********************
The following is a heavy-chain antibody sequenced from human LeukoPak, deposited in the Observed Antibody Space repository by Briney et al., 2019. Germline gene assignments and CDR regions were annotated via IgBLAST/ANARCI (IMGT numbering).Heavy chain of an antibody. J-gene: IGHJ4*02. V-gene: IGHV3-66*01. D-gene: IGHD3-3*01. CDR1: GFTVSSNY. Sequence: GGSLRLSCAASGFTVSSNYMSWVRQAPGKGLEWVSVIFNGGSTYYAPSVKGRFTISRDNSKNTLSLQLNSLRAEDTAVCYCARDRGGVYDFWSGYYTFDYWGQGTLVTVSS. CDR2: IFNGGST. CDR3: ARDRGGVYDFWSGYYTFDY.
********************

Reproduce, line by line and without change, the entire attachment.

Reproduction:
The following is a heavy-chain antibody sequenced from human LeukoPak, deposited in the Observed Antibody Space repository by Briney et al., 2019. Germline gene assignments and CDR regions were annotated via IgBLAST/ANARCI (IMGT numbering).Heavy chain of an antibody. J-gene: IGHJ4*02. V-gene: IGHV3-66*01. D-gene: IGHD3-3*01. CDR1: GFTVSSNY. Sequence: GGSLRLSCAASGFTVSSNYMSWVRQAPGKGLEWVSVIFNGGSTYYAPSVKGRFTISRDNSKNTLSLQLNSLRAEDTAVCYCARDRGGVYDFWSGYYTFDYWGQGTLVTVSS. CDR2: IFNGGST. CDR3: ARDRGGVYDFWSGYYTFDY.